Why Thailand as base
One of the greatest problems that I found in my career is human resources. We knew we already had a passionate team in Thailand, and this is a country that is particularly creative in terms of putting the content together. So, Thailand seemed like a good choice. But it is not easy having the IT base here; we have freelancers from the US and Australia for tech. Certainly for the content, the base has been very positive so far, not so much for IT, but we have learned to overcome those challenges.
The other big challenge has been understanding the education space. We know there is a big need in this space; teachers want to use interactive video to teach, and students want to use videos for reports etc. But the market is extremely fragmented, depending on where the schools are located and what governments they operate under. Understanding the education space has been a huge learning curve for us and we learn everyday. We raised money back in New York, and we still have that money. Coming from media background, I always understood the value of money and wanted to keep the money for as long as possible, we still have the money we first raised. I have decided to go out and raise money again now.
We want to be able to bring video into young people’s lives, and we want those videos to mean something. If you want to take a snap, the space is covered with multiple apps. But what we feel is not covered is, let us say a student wants to make a video, the focus has to be on an idea, and not on video-making capabilities. First of all, you should be able to buy the software which is very expensive for a student or a school, and next you need to read the manual for months to understand to figure out what you need to do with the software. For us, it is about making the video production as simple and seamless as possible. Since our public beta launch two weeks ago, we have been watching people create beautiful videos and tell stories. I am amazed at some of the videos created by 7-year-olds on the platform.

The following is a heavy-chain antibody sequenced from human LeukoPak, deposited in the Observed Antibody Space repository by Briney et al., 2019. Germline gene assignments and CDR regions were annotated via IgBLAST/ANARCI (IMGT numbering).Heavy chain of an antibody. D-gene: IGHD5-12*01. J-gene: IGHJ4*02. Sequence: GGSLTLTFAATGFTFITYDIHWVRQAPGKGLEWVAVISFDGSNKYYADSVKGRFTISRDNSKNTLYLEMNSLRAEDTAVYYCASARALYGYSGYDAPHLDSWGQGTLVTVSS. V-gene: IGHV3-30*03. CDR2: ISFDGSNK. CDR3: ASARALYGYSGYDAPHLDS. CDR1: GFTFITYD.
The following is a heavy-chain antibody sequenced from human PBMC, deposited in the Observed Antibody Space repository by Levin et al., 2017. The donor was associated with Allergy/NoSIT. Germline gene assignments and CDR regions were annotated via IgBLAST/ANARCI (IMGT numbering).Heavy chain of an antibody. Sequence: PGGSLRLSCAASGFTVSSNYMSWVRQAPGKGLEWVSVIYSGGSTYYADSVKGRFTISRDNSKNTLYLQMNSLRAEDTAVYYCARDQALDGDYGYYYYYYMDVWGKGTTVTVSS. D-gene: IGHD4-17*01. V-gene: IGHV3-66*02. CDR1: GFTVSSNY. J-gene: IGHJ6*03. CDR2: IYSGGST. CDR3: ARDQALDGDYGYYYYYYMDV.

At the moment, what we have is schools enrolled with us, we have about 150,000 students who are in the process of enrolling, which covers about 70 educational institutions. Most of these schools are from Thailand, we are looking to start trials in other countries in this region. We want to make it extremely easy for kids to use videos for storytelling.
We provide content and the tools to put all of it together, and as we move forward via our mobile versions, I am very excited to find out how the consumers are going to use the product.
I request all YourStory readers to use the product.
Kudos to Anthony and his curiosity to unravel the world and make it accessible to everyone! Here’s to a new way of storytelling, and we wish him all the best with his endeavour.
Latest posts by Team YS (see all)
- Noise around digital clout grows, says Adobe study findings - November 30, 2013
- Now mystery shop through Red Quanta phone app - November 29, 2013
- BlackBerry felicitates India’s young achievers at STEM 2013 - November 26, 2013
- Quick Pitch by Mohammed of GetActive at TechSparks 2013 - November 25, 2013